The value of s. 13 is that it allowed communities to access the legal system to defend themselves against hatemongers without law enforcement acting as gatekeepers. At the time, it was also argued that s. 13 was redundant because of s. 319(2) of the criminal code – the wilful promotion of hate.
We don’t expect to see this piece of legislation bring s. 13 back, but there is growing support for its return and we hope to see that addressed in the coming months.
They say: We don’t need new legislation; we already have a criminal law against hate speech: s. 319(2).
Fact-check: Police are extremely reluctant to pursue s. 319(2) charges. Surveys and interviews of police forces in Ontario by Dr. Barbara Perry suggest this is because the police do not view s. 319(2) or the hate portion of any other hate crime as important, and because of the additional work involved. Kevin Johnston was charged with the wilful promotion of hate towards Muslims in 2017 after, among other things, offering a bounty of $1,000 for any video of Muslim children praying in schools. He has yet to see trial, despite continuing and escalating his racist antics. It’s a good case study in the real effectiveness of s. 319(2).
They say: The Public Policy Forum’s Canadian Commission on Democratic Expression opposes proactive takedowns of hate content. They say it hurts free expression. They want a “notice and notice system” modeled after online copyright complaints. It means first politely asking harassers to remove their posts (no, really) and when that doesn’t work, the victim can appeal to an independent body. They can then review the content, and instruct social media companies what specific posts to remove.
Fact-check: This is incredibly out of touch with reality. Harassers aren’t going to remove their abuse when asked. Then there’s the issue of volume. There’s too much racism, harassment, and death threats to deal with one by one. Having a human panel look at every complaint is impossible. We need the companies to leverage their algorithms to remove hate speech. The larger companies already do an excellent job keeping terrorist content and child pornography off their sites, and according to internal reports they’re capable of doing the same thing with white supremacist content.
Further, requiring victims to go through a bureaucratic process when they’ve been attacked by racist, anti-women, anti-LGBTQ+ or other forms of hate is putting the onus on the wrong person. The platforms should have a duty of care not to expose people to harassment, threats, and danger in the first place.
The independent regulator should hear meaningful, precedent setting appeals from both people who feel their free expression rights have been infringed upon and those complaining that social media companies aren’t removing significant kinds of hate speech. This mechanism can provide ongoing instructions to the social media companies to keep them up to date.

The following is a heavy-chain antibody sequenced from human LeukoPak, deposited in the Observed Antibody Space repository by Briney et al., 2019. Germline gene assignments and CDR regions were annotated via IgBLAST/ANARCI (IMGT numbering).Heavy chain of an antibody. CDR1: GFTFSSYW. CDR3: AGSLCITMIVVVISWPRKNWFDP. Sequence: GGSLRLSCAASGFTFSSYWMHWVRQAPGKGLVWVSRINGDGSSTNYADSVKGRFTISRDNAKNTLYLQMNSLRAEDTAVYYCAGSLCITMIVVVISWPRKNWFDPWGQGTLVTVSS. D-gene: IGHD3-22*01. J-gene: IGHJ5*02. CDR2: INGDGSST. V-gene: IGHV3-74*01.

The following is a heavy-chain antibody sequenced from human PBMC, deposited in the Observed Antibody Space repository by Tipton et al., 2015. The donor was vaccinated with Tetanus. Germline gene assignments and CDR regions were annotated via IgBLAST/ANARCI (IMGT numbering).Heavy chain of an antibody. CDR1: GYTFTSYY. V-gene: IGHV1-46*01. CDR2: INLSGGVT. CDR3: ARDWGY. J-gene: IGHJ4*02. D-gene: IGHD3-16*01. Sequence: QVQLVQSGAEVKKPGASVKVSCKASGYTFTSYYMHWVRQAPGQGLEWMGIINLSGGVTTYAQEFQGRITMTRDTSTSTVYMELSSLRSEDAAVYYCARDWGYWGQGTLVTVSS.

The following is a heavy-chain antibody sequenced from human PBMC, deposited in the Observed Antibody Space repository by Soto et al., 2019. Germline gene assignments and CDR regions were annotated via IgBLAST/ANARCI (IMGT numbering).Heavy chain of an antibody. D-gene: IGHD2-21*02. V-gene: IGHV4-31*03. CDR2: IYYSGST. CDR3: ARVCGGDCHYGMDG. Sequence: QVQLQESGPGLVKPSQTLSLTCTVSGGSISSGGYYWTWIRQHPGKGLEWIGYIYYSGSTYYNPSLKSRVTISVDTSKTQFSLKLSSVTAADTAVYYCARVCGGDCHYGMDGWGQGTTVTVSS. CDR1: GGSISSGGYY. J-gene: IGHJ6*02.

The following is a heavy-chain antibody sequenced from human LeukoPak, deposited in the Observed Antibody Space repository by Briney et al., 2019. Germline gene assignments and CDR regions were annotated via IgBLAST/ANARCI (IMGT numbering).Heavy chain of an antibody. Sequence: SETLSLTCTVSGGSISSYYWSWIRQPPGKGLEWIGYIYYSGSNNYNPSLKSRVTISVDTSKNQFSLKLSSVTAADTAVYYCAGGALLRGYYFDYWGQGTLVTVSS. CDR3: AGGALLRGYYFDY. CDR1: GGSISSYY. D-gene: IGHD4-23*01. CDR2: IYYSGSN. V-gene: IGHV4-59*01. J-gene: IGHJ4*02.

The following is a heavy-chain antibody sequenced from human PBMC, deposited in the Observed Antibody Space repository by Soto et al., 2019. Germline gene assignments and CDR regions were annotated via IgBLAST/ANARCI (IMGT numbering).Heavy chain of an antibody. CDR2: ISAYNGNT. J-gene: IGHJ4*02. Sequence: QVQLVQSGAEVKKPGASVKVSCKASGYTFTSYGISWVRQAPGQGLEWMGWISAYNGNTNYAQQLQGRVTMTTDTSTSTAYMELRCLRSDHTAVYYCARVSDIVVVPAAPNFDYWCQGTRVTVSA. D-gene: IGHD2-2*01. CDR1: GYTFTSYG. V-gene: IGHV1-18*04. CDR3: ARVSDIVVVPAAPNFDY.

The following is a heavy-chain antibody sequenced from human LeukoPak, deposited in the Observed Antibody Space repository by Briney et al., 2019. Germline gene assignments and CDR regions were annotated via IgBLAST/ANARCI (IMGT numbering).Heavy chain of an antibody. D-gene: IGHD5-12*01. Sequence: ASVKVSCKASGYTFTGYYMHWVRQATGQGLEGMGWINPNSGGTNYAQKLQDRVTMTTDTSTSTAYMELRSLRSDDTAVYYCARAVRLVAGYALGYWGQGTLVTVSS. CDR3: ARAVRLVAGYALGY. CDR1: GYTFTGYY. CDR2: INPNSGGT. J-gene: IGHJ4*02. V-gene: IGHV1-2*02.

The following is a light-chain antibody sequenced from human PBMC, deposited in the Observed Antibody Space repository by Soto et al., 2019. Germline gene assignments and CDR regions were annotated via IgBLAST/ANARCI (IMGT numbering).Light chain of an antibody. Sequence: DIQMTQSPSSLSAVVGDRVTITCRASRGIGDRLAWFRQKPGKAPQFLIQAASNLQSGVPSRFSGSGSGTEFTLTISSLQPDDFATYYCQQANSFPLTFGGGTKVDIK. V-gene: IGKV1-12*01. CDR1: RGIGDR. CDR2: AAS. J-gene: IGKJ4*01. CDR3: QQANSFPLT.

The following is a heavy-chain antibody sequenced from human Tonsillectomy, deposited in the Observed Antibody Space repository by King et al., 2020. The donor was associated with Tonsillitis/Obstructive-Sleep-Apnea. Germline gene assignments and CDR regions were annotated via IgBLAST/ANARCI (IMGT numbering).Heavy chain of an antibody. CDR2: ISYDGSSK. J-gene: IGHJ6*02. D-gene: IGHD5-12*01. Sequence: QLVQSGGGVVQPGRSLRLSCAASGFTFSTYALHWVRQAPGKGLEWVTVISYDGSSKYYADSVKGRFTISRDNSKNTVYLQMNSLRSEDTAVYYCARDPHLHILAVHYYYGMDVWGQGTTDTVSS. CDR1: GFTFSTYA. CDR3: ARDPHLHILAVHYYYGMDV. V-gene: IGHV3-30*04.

There are a couple good ideas in the commission’s recommendations, however, like imposing a duty of care on social platforms.
They say: It’s impossible to create a definition for hate or eliminate hate. It’s a human emotion.
Fact-check: The Supreme Court has endorsed a narrow definition of hate in R. v. Keegstra,  3 SCR 697.
Hatred is predicated on destruction, and hatred against identifiable groups therefore thrives on insensitivity, bigotry and destruction of both the target group and of the values of our society. Hatred in this sense is a most extreme emotion that belies reason; an emotion that, if exercised against members of an identifiable group, implies that those individuals are to be despised, scorned, denied respect and made subject to ill-treatment on the basis of group affiliation.
Those who argue that s. 319(2) should be struck down submit that it is impossible to define with care and precision a term like "hatred". Yet, as I have stated, the sense in which "hatred" is used in s. 319(2) does not denote a wide range of diverse emotions, but is circumscribed so as to cover only the most intense form of dislike.
- They say: Social media companies will overreact to these regulations and err on the side of playing it safe and avoiding fines by removing all sorts of content that isn’t actually hate speech.
Fact-check: They said the same thing would happen with the laws against online hate speech in Europe, particularly in Germany under NetzDG. There’s no evidence that this happened.
As an additional safeguard for free expression, proponents of online hate legislation such as ourselves have recommended that there is a meaningful appeals process for individuals and organizations who believe their content has been taken down in error.